Abstract:The construction and improvement of roadway infrastructure has been the dominant direction of transportation policy throughout East-Central Europe (ECE) since the democratic transition began in 1989. In Poland, the government has been developing a nationwide network of motorways and expressways in order to meet economic and social demand. The Polish government has pursued a construction program with the political and financial support of the European Union, which it joined in May 2004. Reforms in government administration have been necessary for ensuring the proper development and implementation of infrastructure policy. This dissertation examines the course of administrative reform in the Ministry of Transport, Construction and Maritime Economy (MTBiGM), the General Directorate of National Roads and Motorways (GDDKiA), and the Ministry of Regional Development (MRR) in Poland. Additionally, it discusses some consequences of the recent merger of the MTBiGM and MRR into the new Ministry of Infrastructure and Development (MIR) in November 2013. The central question guiding the dissertation research has been whether an administrative legacy from state socialism continues to affect policy implementation. The question of an administrative legacy is addressed by the following four research questions: 1) Which mechanisms reproduced the administrative legacy of state-socialism in the national roads policy area in Poland after 1989? 2) Have mechanisms of accountability successfully compelled the Polish administration to undertake reforms? 3) Has decentralization empowered self-governments (regional and local governments) in Poland to fully participate in the policy process of national roads? 4) Have the Ministry of Transport and Ministry of Regional Development nurtured internal policy capacity in response to the need for coordination? The hypotheses corresponding to the research questions were the following: 1) The central element of a legacy explanation, politicization, was largely maintained by a lack of a good civil service law until 1998 and elite hostility to their control over the administration being circumscribed. 2) The mechanisms of accountability, especially political mechanisms linking the MTBiGM, GDDKiA and MRR to the political leadership in the Polish government and to the European Union have compelled the government bodies responsible for transportation policy in Poland to undertake reforms. 3) Decentralization has indeed had an impact on highway transportation policy in Poland insofar as regional governments have greater policy input and implementation responsibilities, however ultimate authority still lies with the central government. 4) The need for coordination and rationalization of policy making and implementation have proven to be a strong impetus for the Ministry Transport, Construction, and Maritime Economy and the Ministry of Regional Development to develop stronger policy capacity. This dissertation research argues and demonstrates that an administrative legacy, defined as a reactionary cadre of officials from the socialist regime, no longer has a meaningful influence on the outcomes of national roads infrastructure policy in Poland. If, however, an administrative legacy is defined as the politicization of the government administration in Poland by political leaders, then there is a discernable and persistent legacy within the units of government administration responsible for the transportation policy, albeit to varying degrees. Furthermore, there is anecdotal evidence of a lingering mentality (i.e. the lack of a sense of public duty) among some public employees as constituting a legacy of state socialism. Addressing Research Question 1, Chapter 5 demonstrates that politicization is the primary remaining administrative legacy of state socialism. Analytically speaking, politicization is both an objective of the political leadership and a mechanism by which to achieve other goals. Politicization has been maintained by successive governments determined to utilize the administration as a means to realize their transportation policies, although the ability of ruling parties to politicize the whole of the administration has been curtailed by civil service laws passed in 1998 and 2008. Politicization as a legacy was maintained by the mechanism of rational-historical institutionalism proposed by Meyer-Sahling (2009). On the other hand, a lingering mentality as an administrative legacy of state socialism was maintained by social-constructivist institutionalism, an alternative also proposed by Meyer-Sahling (2009), as it centered on the beliefs of individual employees. Chapter 6, focusing on Research Question 2, demonstrates that government administration has been compelled to undertake reforms primarily by political mechanisms of accountability, which are used by the domestic political leadership and the European Union to enforce their policies. Political accountability is almost exclusively vertical. Internal mechanisms of accountability, such as investigations and professional norms, also compel government administration to pursue reforms. Chapter 7 addresses Research Question 3 and finds that, counter to initial expectations, decentralization has not empowered regional and local governments to have a major and consistent voice in national roads policy in Poland. However, in light of the fact that some spatial planning powers were recentralized, a government policy of the centralization of planning powers related to national roads can be explained as a rational process through which central government ministries and agencies will be more effective as policymakers and implementers. Chapter 8, addressing Research Question 4, demonstrates that the MTBiGM and MRR nurtured internal policy capacity in order to better coordinate planning and implementation activities, a process that was aided by recentralization. Policy capacity also provided the legitimacy needed by civil servants of the MTBiGM and MRR to resist politicization by the political leadership. The primary contribution to the literatures on public administration and the political transition is the Revised Model of Public Management Reform based on the Model of Public Management Reform developed by Pollitt and Bouckaert (2011). The Revised Model is an adaptation better suited to analyzing the process of administrative reform in East-Central European countries which have either already joined or will join the European Union. The revised model includes an explicit role for international organizations such as the European Union, Weberian concepts of bureaucracy, and greater agency on the part of the bureaucracy. The revised model can serve as an effective analytical tool for scholars engaged in studying administrative reforms in contemporary East-Central Europe. A contribution to the transition literature on administrative reforms in ECE is that it shows that politicization is a theme common to Meyer-Sahling’s (2009) alternatives to an administrative legacy (defined as a residual cadre of officials from the previous regime with ideological loyalties to socialism). According to Meyer-Sahling (2009), alternative explanations to the (cadre) legacy still having influence on the course of reform include 1) an early end to the (cadre) legacy’s influence, 2) EU conditionality, 3) foreign models of administration, and 4) party competition over the administration. The issue of politicization is found at the core of these alternatives for the following reasons: 1) Politicization was used as a mechanism to remove the old cadre early on, 2) EU conditionality sought to minimize politicization as part of its recommended reforms, 3) foreign models of administration restraining excessive politicization were sought, and 4) party competition over control of the administration was enabled by the prospect of utilizing the politicized structures of the administration for rewarding supporters. Thus, politicization is arguably the most important remaining administrative legacy of state socialism. The study is important for transportation geography in that it closely scrutinizes the institutional processes by which policy actors in bureaucratic government are influenced, thus potentially shaping transportation policymaking and implementation. The same contribution is made to human geography as a whole, as public administration remains woefully understudied by scholars in that field. Promising opportunities exist in examining public administration from a spatial perspective, a task well suited to the theoretical skills nurtured among geographers today. A final and practical contribution of this research is that it will prove useful as a source of insight into the efforts of the Polish government to implement a national roads program for policy-makers both in the European Union, the United States, and elsewhere.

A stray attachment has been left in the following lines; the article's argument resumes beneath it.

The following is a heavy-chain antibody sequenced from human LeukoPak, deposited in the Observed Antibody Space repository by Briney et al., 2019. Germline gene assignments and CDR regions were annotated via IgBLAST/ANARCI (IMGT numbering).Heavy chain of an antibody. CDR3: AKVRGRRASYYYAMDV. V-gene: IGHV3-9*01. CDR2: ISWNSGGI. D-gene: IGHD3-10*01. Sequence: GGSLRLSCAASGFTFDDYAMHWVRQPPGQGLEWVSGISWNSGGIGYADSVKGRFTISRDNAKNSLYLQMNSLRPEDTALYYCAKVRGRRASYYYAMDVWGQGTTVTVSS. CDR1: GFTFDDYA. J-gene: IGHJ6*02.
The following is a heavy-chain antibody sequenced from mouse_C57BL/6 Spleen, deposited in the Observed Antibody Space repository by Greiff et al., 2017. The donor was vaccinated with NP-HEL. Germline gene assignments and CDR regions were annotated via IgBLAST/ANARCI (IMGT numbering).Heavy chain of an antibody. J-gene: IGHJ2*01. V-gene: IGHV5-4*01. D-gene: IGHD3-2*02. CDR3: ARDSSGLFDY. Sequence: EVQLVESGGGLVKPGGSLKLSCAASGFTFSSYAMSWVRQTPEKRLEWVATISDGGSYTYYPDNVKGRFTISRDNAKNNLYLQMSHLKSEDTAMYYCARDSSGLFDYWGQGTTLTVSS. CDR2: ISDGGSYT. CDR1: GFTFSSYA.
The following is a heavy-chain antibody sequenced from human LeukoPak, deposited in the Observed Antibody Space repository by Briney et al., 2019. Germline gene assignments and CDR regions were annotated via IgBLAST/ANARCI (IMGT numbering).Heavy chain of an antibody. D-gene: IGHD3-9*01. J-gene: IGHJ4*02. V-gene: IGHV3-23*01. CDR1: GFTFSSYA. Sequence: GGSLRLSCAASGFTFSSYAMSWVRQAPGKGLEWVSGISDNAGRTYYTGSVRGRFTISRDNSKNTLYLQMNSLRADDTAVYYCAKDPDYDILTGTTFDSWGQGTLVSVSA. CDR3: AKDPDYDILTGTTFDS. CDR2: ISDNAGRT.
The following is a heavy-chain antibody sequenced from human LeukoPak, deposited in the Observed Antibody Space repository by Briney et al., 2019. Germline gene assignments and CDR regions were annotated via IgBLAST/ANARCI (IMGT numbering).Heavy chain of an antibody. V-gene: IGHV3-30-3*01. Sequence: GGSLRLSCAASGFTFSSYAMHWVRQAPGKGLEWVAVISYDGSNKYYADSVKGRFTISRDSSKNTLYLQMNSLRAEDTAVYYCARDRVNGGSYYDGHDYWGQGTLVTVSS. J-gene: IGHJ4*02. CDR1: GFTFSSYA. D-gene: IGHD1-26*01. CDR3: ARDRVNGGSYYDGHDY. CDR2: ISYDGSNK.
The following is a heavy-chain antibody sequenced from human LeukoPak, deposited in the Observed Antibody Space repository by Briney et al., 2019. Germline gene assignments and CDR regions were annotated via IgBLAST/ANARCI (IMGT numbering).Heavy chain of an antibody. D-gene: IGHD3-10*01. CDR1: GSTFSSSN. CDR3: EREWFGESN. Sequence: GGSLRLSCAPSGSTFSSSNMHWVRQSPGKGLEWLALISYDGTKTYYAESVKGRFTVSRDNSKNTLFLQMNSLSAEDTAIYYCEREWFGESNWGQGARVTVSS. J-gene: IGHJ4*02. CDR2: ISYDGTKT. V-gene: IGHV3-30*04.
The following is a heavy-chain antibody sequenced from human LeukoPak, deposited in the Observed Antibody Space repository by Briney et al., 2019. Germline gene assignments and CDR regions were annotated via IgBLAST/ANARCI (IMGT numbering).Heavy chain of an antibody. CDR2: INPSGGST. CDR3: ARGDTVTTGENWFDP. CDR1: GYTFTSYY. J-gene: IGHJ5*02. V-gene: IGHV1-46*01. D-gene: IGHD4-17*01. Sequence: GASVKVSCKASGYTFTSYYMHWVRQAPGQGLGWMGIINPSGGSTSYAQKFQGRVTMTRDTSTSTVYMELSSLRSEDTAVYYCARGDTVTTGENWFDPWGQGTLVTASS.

Issue Date:2014-09-16
Rights Information:Copyright 2014 Devon Michael Lechtenberg
Date Available in IDEALS:2014-09-16
Date Deposited:2014-08